Thursday, May 04, 2006

Rich Russia minus ideology equals trouble

It is one thing to feel uneasy about Russia. It is another to see clearly how things can go wrong in practice. During the 1990s, the nasty scenarios were based on Russia breaking up (meaning loose nukes) or the bad guys toppling Boris Yeltsin (and the KGB takes over).

Neither seemed likely enough to be scary. Pre-9/11, loose nukes in the hands of terrorists were hard to imagine. And if the bad guys did re-emerge (say by slotting a cold-eyed junior KGB officer with platform heels into the Kremlin) what could they do? Russia was still bankrupt, decrepit, unable to feed its soldiers properly or heat its people in winter.
Now nobody worries whose finger is on the nuclear button. That's not much comfort: like a frog in a heating saucepan, we barely notice how bad things are. Xenophobia at home and abroad is pretty much official policy; Russia tears up international rules that it doesn't like and befriends tyrants all over the world.
Two new things are really scary. One is Russia's petro-fuelled wealth. The other is that we are greedy.
Rich Russia takes some getting used to. A decade of bailouts and soft loans left many people thinking that Russia couldn't survive without western goodwill. Not any more. The question now (at least as posed by the Russians) is the other way round: whether Europe can stay warm and well-lit without Russian goodwill.
Having shackled most of its former satellites, Russia's cash-rich energy empire is now expanding west. Led by Germany, the big countries of continental Europe have rolled over without a fight. And why not? Surely it's hypocrisy to tell Russia to adopt capitalism and integrate in the world economy and then start objecting when it happens?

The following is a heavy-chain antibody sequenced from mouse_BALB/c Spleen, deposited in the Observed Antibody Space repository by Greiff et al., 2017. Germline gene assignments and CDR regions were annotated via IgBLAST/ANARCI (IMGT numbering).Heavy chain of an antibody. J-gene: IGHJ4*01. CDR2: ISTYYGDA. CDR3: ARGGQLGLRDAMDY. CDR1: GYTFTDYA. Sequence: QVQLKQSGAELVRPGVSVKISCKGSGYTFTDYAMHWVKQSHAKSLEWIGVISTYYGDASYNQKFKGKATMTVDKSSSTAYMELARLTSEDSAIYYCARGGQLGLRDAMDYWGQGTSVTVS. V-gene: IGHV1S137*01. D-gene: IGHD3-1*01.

That's the greed talking. Faced with the choice between cheap-ish energy and a quiet life on the one hand, and an uncomfortable and costly spat on the other, western countries are overwhelmingly plumping for the former. Rows with Russia are bad for business.
During the Cold War, that greed was tempered by fear. Even if appeasement seemed profitable, the prospect of Communism, or Communist-inspired subversion, made tycoons, mostly, opt to defend capitalism. Not any more. Now we are not just greedy, but flabby and complacent too: that is the wrong state of mind when a stand on principle is urgently needed.
In short: by shedding the unattractive and impractical ideology of Communism, Russian imperialism has become a lot more sinister. Why mess about with the workers when you can buy the bosses?
Anyone who thinks that Russian investment in downstream energy businesses is a purely commercial transaction should look at what has already happened in post-Communist Europe. Dodgy intermediary companies mushroom; politicians of all stripes start getting kickbacks to look favourably on the new order.
The combination of gas pipelines, long-term contracts and Russian investment in the downstream business means that it becomes almost impossible for a country to diversify. It's the equivalent of having a couple of Red Army divisions parked outside your capital city - but a lot more lucrative for the Kremlin and a lot less objectionable for the public.
It's still possible that the Kremlin's crass, bullying manner rouses even the chancelleries of Europe from their cowardly lethargy. Eventually, Russia's troika of dreadful problems (collapsing public health, fraying infrastructure, declining education) may so weaken the state that it implodes.
But I'm sceptical. We are living in a common European house all right - and if Russia heats it today, it looks all set to run it tomorrow.
# Edward Lucas is central and eastern Europe correspondent for The Economist.

1 comment:

dmitriy said...

>Dodgy intermediary companies mushroom; politicians of all stripes start getting kickbacks to look favourably on the new order.

Dodgy intermediaries that sell gas from Turkmenistan and Russia to Ukraine and Europe are controlled by shadowy British businessmen. It is British gas imperialism, not Russian.